Taking a moment to talk Lamhe

Yash Chopra’s 1991 film Lamhe is the very definition of an unconventional love story. Starring Anil Kapoor (whom people now know as “the host from Slumdog Millionaire“) and Sridevi in a double role, it’s long been one of my favorite films. It makes me laugh, it makes me sing at the top of my lungs, and it makes me cry. And the older I get, the more it makes me think.

The film is about Viren, who falls in unrequited love with free spirit Pallavi when he visits his ancestral home in Rajesthan. Pallavi loves and marries another, but then she and her husband die, leaving her newborn daughter to be raised by Viren’s childhood nurse, Daija (Waheeda Rehman). Viren can’t even bear to look at the girl, Pooja, who grows up hero-worshipping him. Finally, when she’s eighteen, she’s the spitting image of her mom and a force to be reckoned with. Not realizing he was in love with Pallavi and turned into an angst puppy because of it, Pooja makes it her mission to bring happiness into Viren’s staid existence.

In ’91, Lamhe was a scandalous film. Not only did it feature a pair with substantial age difference, but that Pooja was her mother’s doppelganger also put a seriously creepy spin on things. Watching it now, some 18 years after its theatrical release, it strikes me how fascinating that romantic dynamic is. Viren loves on such an obsessive level that it turns into tightly wound repression. He’s afraid to feel anything. And Pooja… she’s pretty much the embodiment of youth and innocence. Sridevi, who certainly wasn’t a teenager at the time, captures that vitality with perfection. 

Viren goes from viewing Pooja as something to be ignored to seeing someone who looks like his dead goddess and then to acknowledging a young woman he actually loves as an individual. And there’s a really simple scene that encapsulates when Viren and Pooja achieve “pairing” status, even though neither character realizes it. They’re at the breakfast table with Daija and Viren’s best friend Prem (Anupam Kher), and Pooja pricks her finger on something. Without even skipping a beat, Viren takes her finger and sucks on it. Completely innocent? Yes. Completely erotic? Oh, hell yes. I can’t think of a single reason why the director would include such a scene, except to show the audience how intimate they are even if Viren is too thick-skulled to realize it.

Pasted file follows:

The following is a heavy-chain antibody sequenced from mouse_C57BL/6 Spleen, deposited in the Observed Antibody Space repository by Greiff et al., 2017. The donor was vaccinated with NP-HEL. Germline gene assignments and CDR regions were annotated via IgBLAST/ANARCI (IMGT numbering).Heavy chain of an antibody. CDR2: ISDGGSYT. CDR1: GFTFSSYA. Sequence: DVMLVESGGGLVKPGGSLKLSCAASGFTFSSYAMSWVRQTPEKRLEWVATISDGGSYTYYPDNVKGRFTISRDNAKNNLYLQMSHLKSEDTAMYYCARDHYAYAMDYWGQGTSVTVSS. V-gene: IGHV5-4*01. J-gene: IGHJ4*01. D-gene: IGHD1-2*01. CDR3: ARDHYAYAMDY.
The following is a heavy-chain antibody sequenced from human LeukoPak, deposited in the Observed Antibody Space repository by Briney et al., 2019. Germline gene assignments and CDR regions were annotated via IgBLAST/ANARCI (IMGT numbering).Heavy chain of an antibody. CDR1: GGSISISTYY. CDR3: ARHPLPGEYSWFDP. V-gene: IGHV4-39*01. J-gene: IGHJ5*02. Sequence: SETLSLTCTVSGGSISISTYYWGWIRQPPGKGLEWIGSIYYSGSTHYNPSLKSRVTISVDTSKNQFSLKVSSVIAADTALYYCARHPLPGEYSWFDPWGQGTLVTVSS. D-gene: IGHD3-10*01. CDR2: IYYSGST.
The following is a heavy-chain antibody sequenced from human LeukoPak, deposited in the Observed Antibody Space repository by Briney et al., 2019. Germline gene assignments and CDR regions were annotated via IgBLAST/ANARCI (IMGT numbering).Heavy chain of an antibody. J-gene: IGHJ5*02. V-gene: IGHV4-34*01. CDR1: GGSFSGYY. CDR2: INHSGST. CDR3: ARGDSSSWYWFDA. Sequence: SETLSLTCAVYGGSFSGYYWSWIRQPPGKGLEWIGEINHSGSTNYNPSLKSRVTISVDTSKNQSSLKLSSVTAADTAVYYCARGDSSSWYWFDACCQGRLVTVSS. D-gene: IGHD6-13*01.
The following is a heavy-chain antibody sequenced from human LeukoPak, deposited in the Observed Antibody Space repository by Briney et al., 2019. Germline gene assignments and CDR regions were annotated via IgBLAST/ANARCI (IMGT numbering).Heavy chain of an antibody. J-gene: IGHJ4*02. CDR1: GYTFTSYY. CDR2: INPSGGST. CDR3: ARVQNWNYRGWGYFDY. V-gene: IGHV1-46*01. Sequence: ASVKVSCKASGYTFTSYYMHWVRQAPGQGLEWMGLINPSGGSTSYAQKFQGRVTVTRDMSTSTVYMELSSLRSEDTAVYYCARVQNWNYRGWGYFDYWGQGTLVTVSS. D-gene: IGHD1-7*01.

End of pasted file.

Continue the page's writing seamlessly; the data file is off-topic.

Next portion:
And, indeed, both the viewer and Pooja realize long before Viren does that the requited  love he craves so desperately is right there. It’s heartbreaking, because while he’s ostensibly in his late 30s/early 40s, Pooja, in her absolutely earnest and secure love for him, is the one who is more emotionally mature. She knows what she wants, who she wants. That’s something that terrifies Viren, who is determined to remain faithful to a memory. I spend most of the movie calling him either a “stalker” or a “dick,” because he’s so frustrating. And yet Pooja gets to him, she makes him smile; she makes him want to reach out.  And she makes me believe in what they could have together. 

(There’s also a lot of homoerotic subtext between Prem and Viren, but that’s a post for another day.)

The word “lamhe” means “moment,” and it’s in the little moments of this film that its story really unfolds.

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